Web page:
I recently finished an art quilt with lots of complex design in it. In the center is a Mariner's Compass among other things. In each corner around the center is a complex baroque-style appliqué reminiscent of the intricate designs of the Middle East. I applied the appliqué with gold, metallic blanket stitch. It looked so nice before quilting and I was very pleased. Then I quilted the quilt with two batts - wool and cotton. This made the quilt very heavy, but the central motifs are puffy, pretty, and fully filled. The appliqué, on the other hand, looked rumpled and ugly to my eye. I didn't know what I could do about it, but I put it in a show anyhow. The judge said the appliqué was "very good," which was like getting a "B" grade. Not too bad, but I would have preferred an "excellent."
In the quilting process I stitched around the appliqué before doing the filler design, as is recommended. I didn't notice the buckling until later after blocking the quilt, and I almost cried. My beautiful appliqué didn't look so beautiful anymore. What to do? Before I tell you what I did I will explain what I might have done early in the process, or rather what I will think about doing next time.
*Trapunto? The appliqué is probably wrinkled because the dense background fill squeezed the unquilted fabric. I don't know that trapunto would work since the extra batting would have to push up from behind the background fabric into the appliqué motifs.
*I could have cut away the blue fabric from behind the appliqué leaving a narrow seam on all those curves before layering the sandwich so the batting could push up and fill the motifs. This would be dicey since I did not secure the appliqué with a straight stitch before doing the blanket stitch so the narrow seam might not be dependable.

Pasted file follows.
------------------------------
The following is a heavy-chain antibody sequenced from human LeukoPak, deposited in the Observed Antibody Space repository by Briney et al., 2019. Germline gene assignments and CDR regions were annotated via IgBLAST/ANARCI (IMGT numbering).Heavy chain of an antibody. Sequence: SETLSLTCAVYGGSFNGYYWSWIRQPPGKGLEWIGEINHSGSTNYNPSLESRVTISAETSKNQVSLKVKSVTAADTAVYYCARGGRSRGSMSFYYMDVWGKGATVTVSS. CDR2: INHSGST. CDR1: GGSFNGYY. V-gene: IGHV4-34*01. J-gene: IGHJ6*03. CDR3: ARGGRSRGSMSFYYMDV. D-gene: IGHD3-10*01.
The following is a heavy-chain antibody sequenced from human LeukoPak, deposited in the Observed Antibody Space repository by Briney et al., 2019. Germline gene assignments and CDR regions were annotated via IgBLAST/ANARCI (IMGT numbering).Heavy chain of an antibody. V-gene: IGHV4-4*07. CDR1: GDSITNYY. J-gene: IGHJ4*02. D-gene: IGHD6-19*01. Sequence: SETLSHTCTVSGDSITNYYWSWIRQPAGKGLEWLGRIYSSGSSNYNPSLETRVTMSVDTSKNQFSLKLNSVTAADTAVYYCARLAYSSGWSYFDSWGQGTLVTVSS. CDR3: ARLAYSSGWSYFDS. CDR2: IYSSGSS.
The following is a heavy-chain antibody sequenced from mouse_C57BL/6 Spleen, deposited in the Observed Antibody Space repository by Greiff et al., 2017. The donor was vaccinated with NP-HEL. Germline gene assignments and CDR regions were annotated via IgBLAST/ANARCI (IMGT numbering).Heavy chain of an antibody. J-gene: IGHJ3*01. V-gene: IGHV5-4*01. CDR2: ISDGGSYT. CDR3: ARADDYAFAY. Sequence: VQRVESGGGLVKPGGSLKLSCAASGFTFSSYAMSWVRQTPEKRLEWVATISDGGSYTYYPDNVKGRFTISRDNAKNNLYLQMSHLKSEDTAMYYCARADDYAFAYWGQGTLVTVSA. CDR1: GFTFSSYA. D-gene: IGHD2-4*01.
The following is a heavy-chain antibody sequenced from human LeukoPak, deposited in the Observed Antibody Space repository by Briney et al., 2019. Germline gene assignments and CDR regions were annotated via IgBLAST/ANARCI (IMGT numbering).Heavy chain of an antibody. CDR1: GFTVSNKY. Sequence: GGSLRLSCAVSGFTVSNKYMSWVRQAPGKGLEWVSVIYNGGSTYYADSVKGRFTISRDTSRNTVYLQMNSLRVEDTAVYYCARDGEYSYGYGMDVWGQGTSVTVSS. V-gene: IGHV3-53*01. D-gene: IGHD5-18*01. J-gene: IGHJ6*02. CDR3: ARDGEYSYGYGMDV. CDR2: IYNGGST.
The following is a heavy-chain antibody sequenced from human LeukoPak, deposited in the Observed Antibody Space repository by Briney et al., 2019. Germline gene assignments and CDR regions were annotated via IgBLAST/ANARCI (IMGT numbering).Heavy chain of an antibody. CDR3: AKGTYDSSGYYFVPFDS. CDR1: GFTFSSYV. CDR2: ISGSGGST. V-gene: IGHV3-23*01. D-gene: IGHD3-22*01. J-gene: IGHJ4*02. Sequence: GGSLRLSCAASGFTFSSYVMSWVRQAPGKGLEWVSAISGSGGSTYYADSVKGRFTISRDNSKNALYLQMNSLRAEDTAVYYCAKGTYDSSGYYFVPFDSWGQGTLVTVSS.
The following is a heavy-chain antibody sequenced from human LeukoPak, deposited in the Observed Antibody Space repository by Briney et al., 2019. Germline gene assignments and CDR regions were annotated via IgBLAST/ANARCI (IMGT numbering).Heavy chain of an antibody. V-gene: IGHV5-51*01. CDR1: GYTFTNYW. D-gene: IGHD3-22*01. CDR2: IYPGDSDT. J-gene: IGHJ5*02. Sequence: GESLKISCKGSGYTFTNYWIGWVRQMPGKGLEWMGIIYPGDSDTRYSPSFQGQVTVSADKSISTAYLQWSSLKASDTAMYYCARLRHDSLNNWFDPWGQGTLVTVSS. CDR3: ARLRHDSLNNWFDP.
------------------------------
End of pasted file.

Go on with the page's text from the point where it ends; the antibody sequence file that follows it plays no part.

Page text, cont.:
*I could have secured the appliqué first with a straight stitch, which I have never done before. I don't know how it would look. Worth testing!
*I could have finished the appliqué with satin stitch and then cut away the back. My old machine had a poor satin stitch so I would not have attempted it then. My new machine does a beautiful one so I am ready to learn how to do it well.
I finally came up with two reasonably viable options:
*I thought of machine quilting narrow echo lines inside the appliqué. How's that for insane? I was afraid to do that with my brand new machine because I have not done enough free motion quilting on it to know its idiosyncrasies, especially the touch of the foot pedal. Uneven stitches would be very noticeable.
*I finally decided to hand stitch tiny, gold seed beads all over the appliqué, 1/4 inch apart. Once I found the beads and bought needles I used a slightly off-white Bottom Line thread and spent 27 hours sewing on tiny, little beads. The beads evened out the fullness into a more uniform look. In addition, the gold beads make it sparkle. They are not noticeable from a distance, but they are very obvious and attractive up close. The appliqué metamorphosed from a rumply, bumply error into carefully embellished, planned texture. I am sooooooo happy!
|Beaded appliqué - click to see large.|
The judge also noted that some of my border lines (there are several) were not straight to her satisfaction, so after the beading was done, I soaked the quilt and re-blocked it. Every line in the quilt has been pinned into absolutely straight submission (it didn't take much!). Live and learn. Tomorrow the pins come out. I have applied to another show and will hear in a few weeks if this quilt gets juried in.
TIP: The judges' comments are not meant to hurt. Take them to heart and learn to make better quilts. I have learned how to improve and enhance my work by showing my quilts. Try it! You don't have to start big - try your local quilt guild show or the county fair.
Sew a happy seam this week.